Bordley Township Project

Weets-Cross

Bordley Township The Prehistory

Over the years, many dedicated local historians, interested amateurs and locals have surveyed the area around Bordley and beyond, collecting flints, noting earthworks and cairns, discovering and recording archaeological features and generally keeping historical oral tradition alive.

Today we are able to build on this knowledge as we have the benefit of being able to utilise modern technology to look at the area from above and make some interpretation for further study. Aerial photography has made it possible to seethe area from in the wider countryside context, picking out features not visible or comprehensible at ground level.

The Bordley area has not been subject to any excavation therefore the features of potential archaeology can only be interpreted by localised knowledge of the area, appearance above ground of any upstanding remains, historical land usage and field names, and chance finds from field walking. Geophysical surveying can assist in giving a non intrusive indication of ‘anomalies’ but of course it is best suited to a reasonably small and accessible area and for our area and for our project this is likely to be in the lower areas around Bordley Hall farm.

We know the earliest evidence of man’s interest in our area is recovered in the form of flints used as tools such as blades, scrapers, and projectiles, possibly heralding the arrival of the first farmers of the Neolithic period over 6 -7000years ago. An agricultural lifestyle would require settlement nearby and small clusters of enclosures such as that at grid ref SD934672 may have housed our early farmers and/or their animals. We are yet to determine any structure as a definite habitation as it is not until the Iron Age that housing may have been substantial enough to leave any above ground remains. There is also the possibility that a house or hut site was handed down through the ages and successively rebuilt on, leaving only the foundations of the last structure visible to us.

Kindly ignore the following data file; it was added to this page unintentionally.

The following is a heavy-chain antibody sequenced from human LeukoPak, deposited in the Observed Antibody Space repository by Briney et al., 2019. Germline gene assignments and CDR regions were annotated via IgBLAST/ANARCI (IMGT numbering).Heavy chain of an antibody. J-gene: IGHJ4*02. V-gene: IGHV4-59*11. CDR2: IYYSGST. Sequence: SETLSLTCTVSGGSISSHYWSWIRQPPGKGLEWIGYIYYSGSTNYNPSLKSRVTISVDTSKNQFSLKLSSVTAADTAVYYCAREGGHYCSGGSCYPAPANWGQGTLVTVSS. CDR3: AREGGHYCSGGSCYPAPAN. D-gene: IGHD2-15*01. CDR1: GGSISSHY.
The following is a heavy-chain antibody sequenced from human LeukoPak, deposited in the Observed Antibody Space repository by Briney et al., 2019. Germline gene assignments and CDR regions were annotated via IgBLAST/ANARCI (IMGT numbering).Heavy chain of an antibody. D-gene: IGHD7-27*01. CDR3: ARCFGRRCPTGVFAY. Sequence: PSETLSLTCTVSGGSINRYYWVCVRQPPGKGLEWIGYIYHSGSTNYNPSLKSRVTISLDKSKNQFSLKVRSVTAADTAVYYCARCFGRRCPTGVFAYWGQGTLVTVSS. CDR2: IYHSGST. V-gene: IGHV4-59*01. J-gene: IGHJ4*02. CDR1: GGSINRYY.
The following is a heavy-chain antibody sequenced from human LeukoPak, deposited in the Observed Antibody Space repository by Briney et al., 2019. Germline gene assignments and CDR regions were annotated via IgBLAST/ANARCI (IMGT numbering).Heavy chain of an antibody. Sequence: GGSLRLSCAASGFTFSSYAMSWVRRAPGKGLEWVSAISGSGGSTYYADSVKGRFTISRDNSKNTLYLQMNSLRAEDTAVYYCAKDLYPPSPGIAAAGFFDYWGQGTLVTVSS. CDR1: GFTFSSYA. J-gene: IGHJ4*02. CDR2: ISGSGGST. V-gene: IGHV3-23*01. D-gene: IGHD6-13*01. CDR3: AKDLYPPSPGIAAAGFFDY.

Stone circles are another feature which occurs on the perimeter of our project area. These may simply be stone clearance by farmers but it is also possible that they could have housed a burial or cremation remains. In one or two areas there are groupings of stones formed in a roughly circular alignment and these require surveying and recording to allow further analysis.

Mastiles Lane is a very strong presence in our area and although much attributed to being a monastic way, it may well have pre-existed as a track way well back into the prehistoric period and certainly was in existence at the time of Romanisation. From a prehistoric prospect Bordley must be viewed in conjunction with the areas adjoining, such as Malhamdale, Kilnsey and Grassington as it is highly unlikely that anything happened at Bordley in isolation of the other areas. The higher ground above Bordley has long been a droving route and management and farming of animals over the millennia has been a primary occupation in the hills and lowland areas.

To further increase our knowledge of the Bordley prehistory we intend to do the following:

  • Have a discovery session at Skipton and Grassington Museums to locate any flints finds from Bordley
  • Investigate any prehistoric pottery finds
  • Investigate any available documentation regarding excavation activity either recently or by ‘Philosophical Societies’ in early 20thc.
  • Survey and collate a record of features found by the group on Discovery Walks for further analysis
  • Build on localised knowledge from the farming community and residents
  • Look at parallels found in the wider area and compare
  • Feedback findings to the project community
    • We would encourage anyone of any ability to assist us in this work. No matter how small a contribution, please contact Janis for more information.
      Finally we offer our thanks to all the members of the Bordley farming community for there kind help in giving us access to their land and buildings and for the information so kindly offered.

      Debbie Hallam
      August 2009

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